QUESTION: x. What things do plants need to make their own food? What do they use the food for?
ANSWER: x. What things do plants need to make their own food? Plants possess chlorophyll which they use to make their food themselves through a process called photosynthesis. The process also requires sunlight, water, and carbon dioxide. What do they use the food for? They use their food for energy to live.

PART 3 MATERIALS AND MATTER

UNIT 6 SOLIDS, LIQUIDS, AND GASES PAGE 32

EXERCISES:

1. CHOOSE THE CORRECT ANSWER.

i. Which of the following is not a state of matter? c. oil

ii. Everything on Earth is made of tiny a. particles.

iii. Ice, water and water vapour are made of a. water particles.

iv. Which type of matter has a fixed shape and a fixed volume? a. solids

v. When wood is burned and turns into ash what type of change has taken place? b. chemical change

2. FILL IN THE BLANKS.

i. Matter is made up of particles.

ii. The particles in a solid are packed very closely together.

iii. The particles in a liquid are packed loosely together. They can flow.

iv. In a gas, the spaces between the particles are bigger.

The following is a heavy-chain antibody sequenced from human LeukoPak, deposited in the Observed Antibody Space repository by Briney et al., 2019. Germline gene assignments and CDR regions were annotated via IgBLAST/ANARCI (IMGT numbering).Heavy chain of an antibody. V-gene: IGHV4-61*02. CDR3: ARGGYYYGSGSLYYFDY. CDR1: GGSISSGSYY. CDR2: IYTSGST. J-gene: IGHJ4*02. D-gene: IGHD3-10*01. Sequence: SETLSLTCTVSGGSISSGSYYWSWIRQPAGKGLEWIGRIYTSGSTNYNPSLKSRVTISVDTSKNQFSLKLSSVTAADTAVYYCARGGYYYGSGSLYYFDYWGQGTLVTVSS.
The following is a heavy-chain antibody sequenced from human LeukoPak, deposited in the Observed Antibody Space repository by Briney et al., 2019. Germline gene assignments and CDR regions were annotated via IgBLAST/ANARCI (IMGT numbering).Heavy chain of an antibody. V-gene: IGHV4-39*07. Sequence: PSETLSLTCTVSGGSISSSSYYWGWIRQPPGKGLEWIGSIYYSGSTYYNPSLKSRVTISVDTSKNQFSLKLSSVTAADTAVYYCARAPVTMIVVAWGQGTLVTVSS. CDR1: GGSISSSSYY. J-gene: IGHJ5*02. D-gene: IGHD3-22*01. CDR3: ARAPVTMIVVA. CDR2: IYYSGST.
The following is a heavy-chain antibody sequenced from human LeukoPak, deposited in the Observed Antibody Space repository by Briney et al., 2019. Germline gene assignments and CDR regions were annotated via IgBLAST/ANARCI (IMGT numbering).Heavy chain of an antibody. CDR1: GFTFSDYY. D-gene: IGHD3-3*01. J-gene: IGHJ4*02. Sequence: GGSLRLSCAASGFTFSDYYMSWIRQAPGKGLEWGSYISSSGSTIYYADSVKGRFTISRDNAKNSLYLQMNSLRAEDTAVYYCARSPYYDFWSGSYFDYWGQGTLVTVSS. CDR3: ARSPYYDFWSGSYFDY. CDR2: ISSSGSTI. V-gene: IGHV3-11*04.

3. MATCH EACH DEFINITION IN COLUMN A WITH THE TERMS IN COLUMN B.

Column A                                                                        Column B

1. a change in which new substances are formed C. chemical change

2. a change of state but no new substances are formed A. physical change

3. everything in the world that has mass and occupies space B. matter

4. Mark these sentences with aor x .

i. Particles move. a

ii. Particles in gas are packed tightly together. x

iii. A litre of water is more when it is in a 5-litre container. x

iv. Particles in orange juice are packed less closely than those in an orange ice lolly. a

v. Ice melts into a gas. x

ANSWER THESE QUESTIONS.

QUESTION: i. What is matter?
ANSWER: i. What is matter? Everything in this world that has mass and occupies space is matter.
QUESTION: ii. What is the difference between a solid and a liquid?
ANSWER: ii. What is the difference between a solid and a liquid? In a solid, the particles are packed closely together and cannot move about freely. Particles in solids vibrate in their place. A solid has a definite shape and volume. The particles in a liquid are not packed together so closely. This means that liquids can flow. Liquids do have a definite volume, but they do not have a fixed shape.
QUESTION: iii. Do the particles in a liquid stay in one place?
ANSWER: iii. Do the particles in a liquid stay in one place? The particles in a liquid can flow.